Demonstrate Executor Service

We encounter implementations where one main method calls multiple sub-methods (internal/external to current program) in a sequence and wait for the completion of all the methods summing up the total execution time equal to sum of execution times of individual methods. Assuming all the sub-methods are independent and doesn’t need any hierarchy of execution, java concurrency API can used to process all the sub-method calls in parallel there by reducing the execution time nearly equivalent to just longest sub method execution time.

Possible processing options:

  • Processing via for loop.
  • Processing using Executor service.

Technical overview:

  • ExecutorService:
    • ExecutorService is an interface which exposes methods, which is capable of processing the tasks asynchronously. ExecutorService is represents ThreadPool implementation and which is actually an abstraction of ThreadPool.
    • The submit method is used to submit Callable and Runnable tasks for asynchronous process.
    • The shutdown need to be called after processing, in order to reclaim all the resources.
    • Refer ExecutorService javadocs for details.
  • Executors:
  • Callable:
  • Futures:
    • The result of asynchronous computation is represented by Futures.
    • The get method is used to get the result of futures which is synchronous in nature.
    • Java 8 has CompletableFuture which supports asynchronous callback operation.
    • Refer CompletableFuture Javadocs for details.

Source Code Snippets

The code snippet below has below implementations.

  • Creation of Custom Callable.
  • Create a method which mimics external call and wait for 2 secs
  • Call the external call method via conventional java for loop 4 times and check the time taken.
  • Create a thread pool of four threads via ExecutorService and execute external call method in parallel to check the completion time.


package com.siva.mythoughts.executorservice;

public class DemonstrateExecutorService {

public static void main(String[] args) {

DemonstrateExecutorService demonstrateExecutorService = new DemonstrateExecutorService();

long startConcurrProcess = System.currentTimeMillis();

// Creates thread pool with four threads
// You can change the number of tests and re-run the program to notice in difference of execution time
ExecutorService executorService = Executors.newFixedThreadPool(4);
List<Future<Integer>> futures = new ArrayList<Future<Integer>>();

for (int i = 0; i < 4; i++) {
DemonstrateExecutorService.CustomCallable callable = CustomCallable(i);
// ExecutorService submit method accepts instance of Callable/Runnable. Use Callable when needs some output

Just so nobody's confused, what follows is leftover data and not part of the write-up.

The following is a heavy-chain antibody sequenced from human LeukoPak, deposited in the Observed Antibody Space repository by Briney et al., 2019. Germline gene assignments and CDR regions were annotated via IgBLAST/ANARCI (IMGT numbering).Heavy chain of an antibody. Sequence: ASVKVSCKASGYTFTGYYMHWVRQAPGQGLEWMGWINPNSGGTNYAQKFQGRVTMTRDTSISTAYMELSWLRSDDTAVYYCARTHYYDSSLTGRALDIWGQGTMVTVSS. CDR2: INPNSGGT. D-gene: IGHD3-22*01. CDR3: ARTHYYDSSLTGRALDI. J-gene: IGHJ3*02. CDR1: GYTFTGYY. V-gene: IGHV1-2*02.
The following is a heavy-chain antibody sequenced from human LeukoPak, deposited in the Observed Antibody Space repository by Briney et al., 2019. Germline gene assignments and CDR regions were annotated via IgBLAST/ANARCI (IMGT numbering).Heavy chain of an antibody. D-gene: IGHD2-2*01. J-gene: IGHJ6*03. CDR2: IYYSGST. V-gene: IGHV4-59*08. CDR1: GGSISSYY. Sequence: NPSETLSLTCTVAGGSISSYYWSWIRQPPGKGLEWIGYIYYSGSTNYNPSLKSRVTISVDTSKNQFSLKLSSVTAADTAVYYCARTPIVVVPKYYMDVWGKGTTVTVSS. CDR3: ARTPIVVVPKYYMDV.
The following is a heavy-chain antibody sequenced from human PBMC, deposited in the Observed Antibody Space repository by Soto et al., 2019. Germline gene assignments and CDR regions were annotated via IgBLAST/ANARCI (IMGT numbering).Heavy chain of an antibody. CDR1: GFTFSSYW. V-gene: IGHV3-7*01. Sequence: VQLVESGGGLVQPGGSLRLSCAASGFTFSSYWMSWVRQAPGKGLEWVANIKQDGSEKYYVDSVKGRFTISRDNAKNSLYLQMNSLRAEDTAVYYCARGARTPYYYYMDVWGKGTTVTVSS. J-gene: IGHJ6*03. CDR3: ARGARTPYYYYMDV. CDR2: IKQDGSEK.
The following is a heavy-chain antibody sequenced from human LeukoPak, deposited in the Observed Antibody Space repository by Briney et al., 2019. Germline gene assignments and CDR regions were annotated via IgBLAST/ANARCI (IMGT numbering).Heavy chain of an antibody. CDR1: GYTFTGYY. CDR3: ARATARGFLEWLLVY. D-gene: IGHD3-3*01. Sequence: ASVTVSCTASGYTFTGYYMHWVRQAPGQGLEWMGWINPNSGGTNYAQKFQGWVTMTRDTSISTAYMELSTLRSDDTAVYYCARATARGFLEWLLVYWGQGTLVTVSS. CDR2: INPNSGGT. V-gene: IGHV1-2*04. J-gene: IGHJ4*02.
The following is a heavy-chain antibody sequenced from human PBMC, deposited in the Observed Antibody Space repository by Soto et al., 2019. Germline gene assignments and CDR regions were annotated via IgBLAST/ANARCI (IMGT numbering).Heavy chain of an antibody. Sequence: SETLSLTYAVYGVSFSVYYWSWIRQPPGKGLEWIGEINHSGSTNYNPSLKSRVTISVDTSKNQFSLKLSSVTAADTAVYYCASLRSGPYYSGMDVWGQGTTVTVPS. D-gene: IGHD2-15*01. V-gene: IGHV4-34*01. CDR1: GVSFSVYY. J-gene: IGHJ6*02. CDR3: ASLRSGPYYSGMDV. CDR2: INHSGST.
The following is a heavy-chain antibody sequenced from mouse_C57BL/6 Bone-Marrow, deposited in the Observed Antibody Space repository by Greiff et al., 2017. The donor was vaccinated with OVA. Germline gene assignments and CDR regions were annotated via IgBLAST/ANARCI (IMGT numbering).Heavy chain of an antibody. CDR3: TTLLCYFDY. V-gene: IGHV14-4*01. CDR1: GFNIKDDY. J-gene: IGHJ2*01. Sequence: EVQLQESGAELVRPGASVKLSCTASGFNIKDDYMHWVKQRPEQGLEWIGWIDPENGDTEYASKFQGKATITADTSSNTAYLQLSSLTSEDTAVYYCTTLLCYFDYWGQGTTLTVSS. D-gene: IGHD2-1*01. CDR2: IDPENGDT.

// ExecutorService submit method returns Future instance

// if its not shutdown, hanging threads may effect shutdown of jvm
while (executorService.isTerminated()) {
// wait till the process is completed
for (Future<Integer> future : futures) {

// Excecution via standard for loop
for (int i = 0; i < 4; i++) {

private class CustomCallable implements Callable<Integer> {

public Integer call() {
return mimicExternalSystemCall(input);

private int mimicExternalSystemCall(int i) {

Protect Java sources from Reverse Engineering


If we are developing java application whose byte code is publicly distributed over internet, there is always possibility to reverse engineer the class files using various decompilation tools.
To make reverse engineering much difficult, Java obfuscators can be used.
Java obfuscators will ensure to replace the identifiers to names which are unclear and also make the flow very difficult to understand after decompilation.
There are multiple free and commercial Java obfuscators whose list can be found here.
The current post deals with obfuscation process using Proguard.


  • Jdk installed, can be downloaded here
  • Java decompiler, the current post uses JAD, can be downloaded here. JAD is currently outdated and doesn’t support latest jdk enhancements
  • Java obfuscator, the current post uses Proguard, can be downloaded here.

Sample source file

The below is sample java source files ( and ObfuscationImpl.jav) which will be explained in current post, other sample files can be found here.

	public class NoObsfuscation {

	public static void main(String[] args) {
		ObfuscationInterface obfuscationInterface = new ObfuscationImpl();
		obfuscationInterface.printInput("obfuscation interface instance");
		ObfuscationImpl obfuscationImpl = new ObfuscationImpl();
public class ObfuscationImpl extends AbstractObfuscation implements
		ObfuscationInterface {